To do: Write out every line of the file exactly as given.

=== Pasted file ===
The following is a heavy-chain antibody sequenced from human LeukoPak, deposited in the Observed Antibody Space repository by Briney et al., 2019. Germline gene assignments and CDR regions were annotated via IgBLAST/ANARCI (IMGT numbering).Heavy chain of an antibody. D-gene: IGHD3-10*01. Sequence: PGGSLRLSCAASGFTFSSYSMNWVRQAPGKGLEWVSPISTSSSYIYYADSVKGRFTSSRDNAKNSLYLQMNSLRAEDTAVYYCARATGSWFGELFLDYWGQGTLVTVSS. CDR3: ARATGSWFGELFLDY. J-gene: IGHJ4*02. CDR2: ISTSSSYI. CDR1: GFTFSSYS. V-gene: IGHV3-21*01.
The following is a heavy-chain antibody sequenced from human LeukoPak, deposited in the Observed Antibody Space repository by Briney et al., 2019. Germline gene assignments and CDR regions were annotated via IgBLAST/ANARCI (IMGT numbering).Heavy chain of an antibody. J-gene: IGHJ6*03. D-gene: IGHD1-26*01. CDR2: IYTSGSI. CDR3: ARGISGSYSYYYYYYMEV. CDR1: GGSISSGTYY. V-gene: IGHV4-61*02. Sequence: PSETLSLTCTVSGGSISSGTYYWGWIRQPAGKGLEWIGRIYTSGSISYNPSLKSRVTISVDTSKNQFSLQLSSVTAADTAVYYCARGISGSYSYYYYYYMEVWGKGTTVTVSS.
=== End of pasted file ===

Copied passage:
The following is a heavy-chain antibody sequenced from human LeukoPak, deposited in the Observed Antibody Space repository by Briney et al., 2019. Germline gene assignments and CDR regions were annotated via IgBLAST/ANARCI (IMGT numbering).Heavy chain of an antibody. D-gene: IGHD3-10*01. Sequence: PGGSLRLSCAASGFTFSSYSMNWVRQAPGKGLEWVSPISTSSSYIYYADSVKGRFTSSRDNAKNSLYLQMNSLRAEDTAVYYCARATGSWFGELFLDYWGQGTLVTVSS. CDR3: ARATGSWFGELFLDY. J-gene: IGHJ4*02. CDR2: ISTSSSYI. CDR1: GFTFSSYS. V-gene: IGHV3-21*01.
The following is a heavy-chain antibody sequenced from human LeukoPak, deposited in the Observed Antibody Space repository by Briney et al., 2019. Germline gene assignments and CDR regions were annotated via IgBLAST/ANARCI (IMGT numbering).Heavy chain of an antibody. J-gene: IGHJ6*03. D-gene: IGHD1-26*01. CDR2: IYTSGSI. CDR3: ARGISGSYSYYYYYYMEV. CDR1: GGSISSGTYY. V-gene: IGHV4-61*02. Sequence: PSETLSLTCTVSGGSISSGTYYWGWIRQPAGKGLEWIGRIYTSGSISYNPSLKSRVTISVDTSKNQFSLQLSSVTAADTAVYYCARGISGSYSYYYYYYMEVWGKGTTVTVSS.